Sloan - The Double Cross

Sloan is everywhere. You don't have to know that you're hearing them, but a lot of times you are. Well, maybe not everywhere, but Sloan is a unique combination of prolific and ubiquitous. You don't have to have bought an album or even sought Sloan out. Their music has appeared in commercials. Their unique sound graced the Virgin Suicides Soundtrack. That was a song called "Everything You've Done Wrong," and for the longest time, since the song is sandwiched amid Todd Rundgren, The Hollies, Al Green and Gilbert O'Sullivan, I always thought Sloan to be some unmentioned '60s - '70s contemporary. That lasted for a couple of years. It was 1999, and I was still in high school. No internet. No smart phones. Life was simpler then. So, when I bought their 2001 album Pretty Together, based primarily on the track "The Other Man," which was a solid, mature and semi-rocking tale of being the guy she (or he, I supposed) is cheating with (which turned out to be strangely prophetic...) was a great track that felt current (2001 current) and made me realize who Sloan was. Turns out, Sloan has been around since 1991. That's 20 years by my count. Could be wrong. Not great at math. It's a long time to make music, and hone their sound, which varies from power-pop mid/late-'60s, into a bit of the sprawling stadium pop of the '70s. The thing is, this band knows how to craft a proper pop song. And on each of their 10 LPs and 2 EPs, they apply the formula with passion, vigor and a healthy dose of humility.

In 2006, Sloan released Never Hear the End of It, an album that didn't grab me initially, but has grown into one of the most comprehensively excellent in their catalog. It was an award winner, picking up Juno nominations and an East Coast Music Award for Rock Recording of the Year. Fifteen years into their career, Sloan was still churning out amazing work. So, when this year's The Double Cross, touted as a serious return to their poppy, high-energy roots was announced, I awaited it with bated breath. And for good reason. The opening track "Follow the Leader" is about as perfectly crafted as a song can be, darting through two movements and ending on a pristine cry. And the whole album is that way. It's not perfect, but nothing is. And as joyful pop rock goes, this is some of the best, most thoughtful and most aurally interesting you'll find. Sloan has mastered harmony and call-and-response. Sloan dominates when it comes to bringing layers of sound to their listeners, throwing guitars and keys and drums and rattling alternative percussion. And what's even more beautiful is that The Double Cross has no gaps between songs, like Sgt. Pepper's Lonely Hearts Club Band, when the Beatles did that for the very first time, capturing the set list experience with straight transitions. The album feels like a show. And it feels like a true album because if you try to listen to just one track, the song endings are clumsy, but put together, goddamn does this album excel!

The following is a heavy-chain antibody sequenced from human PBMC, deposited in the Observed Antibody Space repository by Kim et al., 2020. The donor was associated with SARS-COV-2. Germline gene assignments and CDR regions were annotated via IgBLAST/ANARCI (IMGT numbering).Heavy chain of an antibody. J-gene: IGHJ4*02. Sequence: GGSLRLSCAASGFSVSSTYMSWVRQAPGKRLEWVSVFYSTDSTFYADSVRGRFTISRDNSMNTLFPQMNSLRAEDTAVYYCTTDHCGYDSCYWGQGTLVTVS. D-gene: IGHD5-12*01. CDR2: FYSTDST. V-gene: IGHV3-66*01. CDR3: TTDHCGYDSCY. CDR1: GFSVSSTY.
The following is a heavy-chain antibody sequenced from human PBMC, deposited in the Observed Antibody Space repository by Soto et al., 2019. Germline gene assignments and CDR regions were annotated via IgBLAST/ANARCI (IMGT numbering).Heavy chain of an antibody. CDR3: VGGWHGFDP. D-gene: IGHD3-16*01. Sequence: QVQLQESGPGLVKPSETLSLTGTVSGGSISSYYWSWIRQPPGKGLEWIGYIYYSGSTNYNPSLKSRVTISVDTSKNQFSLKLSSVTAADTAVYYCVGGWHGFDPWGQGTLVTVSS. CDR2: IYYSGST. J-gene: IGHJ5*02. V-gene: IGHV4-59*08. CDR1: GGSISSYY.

"Unkind" is the single, a riff-heavy beautiful song that lives on the line "You suck the light out of the room." But from "Shadow of Love" to "Laying So Low," The Double Cross is immaculate. It's all positive energy, fun beats, rousing riffs and frolicking. This is beautiful work by a truly talented band. And some of the songs are not immediately memorable, but I defy any listener to hear any of them and say confidently that they did not enjoy it. Writing great pop music is a task. It's balancing the tastes of the populace. That's no simple feat. And especially when a song like "She's Slowing Down Again," that sounds so perfectly like the natural progression of the Beatles in this century, comes in to really, really charm you, well, it's like a fix. It's fun and when it's over you just want to go back for another taste. Listen to the album below. Repeatedly. Go buy it. Download it or whatever, but don't deny yourself this great opportunity to hear some phenomenal music by true rock legends.

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